Tourists inspect Bayon temple in Siem Reap’s archaeological park earlier this year. Heng Chivoan
Thu, 11 August 2016 ppp
Tourist visits to Siem Reap province increased slightly during the first half of the year as foreign tourists lined up to see the country’s pre-eminent tourism attraction, Angkor Wat, and Cambodians from across the country flocked to the province for a major national festival in April.
Total tourist arrivals to the province during the first six months of the year topped 3.1 million, a 3 per cent increase compared to the same period last year, Ngouv Sengkat, director of the province’s tourist department, said in a presentation on Tuesday.
Two-thirds of the visits were by domestic tourists, with some 2 million Cambodians from other parts of the country travelling to Siem Reap province between January and June, about 3.4 per cent more than during the same period a year ago.
Some 1.1 million foreign tourists – nearly two-thirds from ASEAN and Asia-Pacific countries – visited the province during this period, a 1 per cent year-on-year decrease.
Ho Vandy, secretary-general of Cambodia’s National Tourism Alliance, said Siem Reap was an increasingly popular destination for Cambodian holidaymakers as it has seen a marked improvement in accommodation options and amenities in recent years.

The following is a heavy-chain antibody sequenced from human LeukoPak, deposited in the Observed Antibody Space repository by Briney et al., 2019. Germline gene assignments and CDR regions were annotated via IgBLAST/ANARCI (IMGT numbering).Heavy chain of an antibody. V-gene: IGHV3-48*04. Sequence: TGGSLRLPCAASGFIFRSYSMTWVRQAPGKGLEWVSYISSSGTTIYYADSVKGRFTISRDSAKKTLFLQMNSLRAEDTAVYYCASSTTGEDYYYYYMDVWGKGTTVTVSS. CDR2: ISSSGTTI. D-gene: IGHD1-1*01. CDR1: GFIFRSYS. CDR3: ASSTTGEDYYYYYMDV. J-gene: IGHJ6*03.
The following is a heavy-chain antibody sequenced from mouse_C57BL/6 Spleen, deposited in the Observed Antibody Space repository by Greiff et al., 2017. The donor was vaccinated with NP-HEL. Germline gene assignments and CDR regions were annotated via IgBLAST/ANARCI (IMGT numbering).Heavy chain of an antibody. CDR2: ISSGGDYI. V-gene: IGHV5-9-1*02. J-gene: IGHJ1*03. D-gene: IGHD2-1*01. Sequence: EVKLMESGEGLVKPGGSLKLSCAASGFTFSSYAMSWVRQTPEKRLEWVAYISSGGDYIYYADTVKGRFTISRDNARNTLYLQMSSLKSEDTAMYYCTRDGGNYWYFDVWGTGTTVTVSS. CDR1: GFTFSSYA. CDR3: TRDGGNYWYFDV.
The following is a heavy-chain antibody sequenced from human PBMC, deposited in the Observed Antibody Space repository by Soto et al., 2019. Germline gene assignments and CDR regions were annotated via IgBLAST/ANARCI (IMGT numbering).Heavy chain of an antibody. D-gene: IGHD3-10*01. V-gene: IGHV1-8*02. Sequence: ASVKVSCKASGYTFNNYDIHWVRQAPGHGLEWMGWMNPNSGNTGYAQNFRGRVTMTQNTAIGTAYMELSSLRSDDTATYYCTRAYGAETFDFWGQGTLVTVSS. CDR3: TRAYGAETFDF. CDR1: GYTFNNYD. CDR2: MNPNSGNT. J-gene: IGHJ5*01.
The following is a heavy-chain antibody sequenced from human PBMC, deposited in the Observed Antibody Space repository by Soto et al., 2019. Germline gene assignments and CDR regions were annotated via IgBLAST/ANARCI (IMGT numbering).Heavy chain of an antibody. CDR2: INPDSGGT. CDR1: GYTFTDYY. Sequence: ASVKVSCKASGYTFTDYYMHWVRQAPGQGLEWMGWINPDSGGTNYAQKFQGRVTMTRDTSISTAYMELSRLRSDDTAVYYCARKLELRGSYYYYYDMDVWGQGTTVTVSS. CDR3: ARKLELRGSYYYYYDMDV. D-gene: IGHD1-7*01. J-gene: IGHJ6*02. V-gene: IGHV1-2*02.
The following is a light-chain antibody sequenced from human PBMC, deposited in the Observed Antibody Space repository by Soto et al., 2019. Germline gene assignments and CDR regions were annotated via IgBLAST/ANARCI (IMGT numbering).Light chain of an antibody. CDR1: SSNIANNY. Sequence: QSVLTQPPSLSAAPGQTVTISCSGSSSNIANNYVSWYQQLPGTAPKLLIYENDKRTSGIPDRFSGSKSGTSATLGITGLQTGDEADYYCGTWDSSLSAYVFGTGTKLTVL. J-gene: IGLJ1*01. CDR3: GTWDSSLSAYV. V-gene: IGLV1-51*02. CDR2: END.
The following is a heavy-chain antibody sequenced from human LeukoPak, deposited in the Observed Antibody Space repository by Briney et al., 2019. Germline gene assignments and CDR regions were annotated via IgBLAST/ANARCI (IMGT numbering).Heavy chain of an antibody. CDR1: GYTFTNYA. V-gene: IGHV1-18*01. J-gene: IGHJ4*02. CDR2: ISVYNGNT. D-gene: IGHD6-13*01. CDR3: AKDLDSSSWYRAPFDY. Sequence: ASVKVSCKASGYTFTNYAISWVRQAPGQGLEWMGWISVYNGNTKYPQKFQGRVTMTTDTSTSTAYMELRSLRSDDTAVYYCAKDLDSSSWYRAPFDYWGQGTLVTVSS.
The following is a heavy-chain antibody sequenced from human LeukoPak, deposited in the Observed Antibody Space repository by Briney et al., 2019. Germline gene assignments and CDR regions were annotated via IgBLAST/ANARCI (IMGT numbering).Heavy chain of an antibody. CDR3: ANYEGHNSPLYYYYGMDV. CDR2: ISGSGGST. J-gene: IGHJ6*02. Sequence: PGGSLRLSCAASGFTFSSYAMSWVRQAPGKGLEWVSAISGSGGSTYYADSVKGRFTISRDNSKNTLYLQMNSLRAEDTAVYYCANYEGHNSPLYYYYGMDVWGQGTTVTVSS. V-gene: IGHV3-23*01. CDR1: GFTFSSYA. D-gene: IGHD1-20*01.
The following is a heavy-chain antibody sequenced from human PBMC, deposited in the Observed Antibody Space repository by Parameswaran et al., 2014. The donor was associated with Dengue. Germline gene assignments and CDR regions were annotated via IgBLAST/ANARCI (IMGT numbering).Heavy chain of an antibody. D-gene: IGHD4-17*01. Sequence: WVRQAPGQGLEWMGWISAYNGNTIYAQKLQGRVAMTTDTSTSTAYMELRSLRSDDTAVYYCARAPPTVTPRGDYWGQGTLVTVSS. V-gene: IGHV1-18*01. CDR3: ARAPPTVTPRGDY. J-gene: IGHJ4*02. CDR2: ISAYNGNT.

“Most Cambodian visitors like to spend time there on their holiday, and particularly enjoy the natural setting where they can relax with their family,” he said, adding that families typically spend just a few hours at Angkor Wat’s temples before turning to other activities.
Boosting the domestic tourist numbers was this year’s bigger and louder Angkor Sangkran festival, which brought over 1.3 million Cambodian visitors to Siem Reap, 30 per cent more than last year’s event. Local hotels and guesthouses reported full bookings during the four-day festival in April.
Tith Chantha, a spokesman for the Ministry of Tourism, said the slowdown in foreign tourist traffic was a minor issue. He said the number of foreign tourists visiting Siem Reap province typically slows during the first semester, though overall arrivals were up 2.6 per cent this year.
“It’s normal in the first semester that the amount of tourists is always a bit low, because it is the rainy season,” he said.
“But we expect in the next half of the year the number of foreign tourists will increase as long as we promote our tourism sector through advertising, especially as we just received the World’s Best Tourist Destination award [from the European Council on Tourism and Trade].”
Chantha doubted a recently announced hike in ticket prices to Angkor Wat Archaeological Park would have any impact on tourism numbers in the coming period.
He said the revised prices, which nearly double the cost of single-day entry for foreigners to $37, would make the price of admission comparable with other world-class tourist sites when they come into effect in February 2017.
“The new ticket price, which is based on market value, will not have any impact on international tourist arrivals,” he stated. “It is a fair price compared to other tourist sites overseas, and it is based on updating the market value of the ticket, as the price had not changed in almost 20 years.”
Ticket sales to Angkor Wat during the first six months of the year topped $31 million, a 1.7 per cent year-on-year increase, while the number of foreign visitors increased 0.7 per cent year-on-year during the period to about 1.1 million, according to the Angkor Institute.